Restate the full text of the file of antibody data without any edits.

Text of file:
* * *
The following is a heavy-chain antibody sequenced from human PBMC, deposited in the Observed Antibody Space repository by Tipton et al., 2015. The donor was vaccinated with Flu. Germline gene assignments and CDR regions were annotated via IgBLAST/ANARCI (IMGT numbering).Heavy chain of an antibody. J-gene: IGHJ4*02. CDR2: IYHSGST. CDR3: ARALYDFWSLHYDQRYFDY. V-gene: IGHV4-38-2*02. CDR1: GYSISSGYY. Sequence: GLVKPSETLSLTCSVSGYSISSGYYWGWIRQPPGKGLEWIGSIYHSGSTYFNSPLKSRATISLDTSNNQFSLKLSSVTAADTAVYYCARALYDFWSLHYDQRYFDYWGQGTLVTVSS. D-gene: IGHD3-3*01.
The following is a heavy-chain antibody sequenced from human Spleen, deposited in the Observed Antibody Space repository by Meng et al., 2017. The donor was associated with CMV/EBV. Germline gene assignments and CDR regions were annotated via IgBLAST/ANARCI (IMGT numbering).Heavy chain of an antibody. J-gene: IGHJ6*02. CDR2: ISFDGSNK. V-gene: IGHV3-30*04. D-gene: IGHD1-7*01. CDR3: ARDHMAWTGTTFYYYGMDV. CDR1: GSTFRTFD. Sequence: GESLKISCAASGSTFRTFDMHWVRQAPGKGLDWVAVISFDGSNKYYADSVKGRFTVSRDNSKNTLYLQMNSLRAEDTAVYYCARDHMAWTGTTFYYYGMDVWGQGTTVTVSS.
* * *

The following is a heavy-chain antibody sequenced from human PBMC, deposited in the Observed Antibody Space repository by Tipton et al., 2015. The donor was vaccinated with Flu. Germline gene assignments and CDR regions were annotated via IgBLAST/ANARCI (IMGT numbering).Heavy chain of an antibody. J-gene: IGHJ4*02. CDR2: IYHSGST. CDR3: ARALYDFWSLHYDQRYFDY. V-gene: IGHV4-38-2*02. CDR1: GYSISSGYY. Sequence: GLVKPSETLSLTCSVSGYSISSGYYWGWIRQPPGKGLEWIGSIYHSGSTYFNSPLKSRATISLDTSNNQFSLKLSSVTAADTAVYYCARALYDFWSLHYDQRYFDYWGQGTLVTVSS. D-gene: IGHD3-3*01.
The following is a heavy-chain antibody sequenced from human Spleen, deposited in the Observed Antibody Space repository by Meng et al., 2017. The donor was associated with CMV/EBV. Germline gene assignments and CDR regions were annotated via IgBLAST/ANARCI (IMGT numbering).Heavy chain of an antibody. J-gene: IGHJ6*02. CDR2: ISFDGSNK. V-gene: IGHV3-30*04. D-gene: IGHD1-7*01. CDR3: ARDHMAWTGTTFYYYGMDV. CDR1: GSTFRTFD. Sequence: GESLKISCAASGSTFRTFDMHWVRQAPGKGLDWVAVISFDGSNKYYADSVKGRFTVSRDNSKNTLYLQMNSLRAEDTAVYYCARDHMAWTGTTFYYYGMDVWGQGTTVTVSS.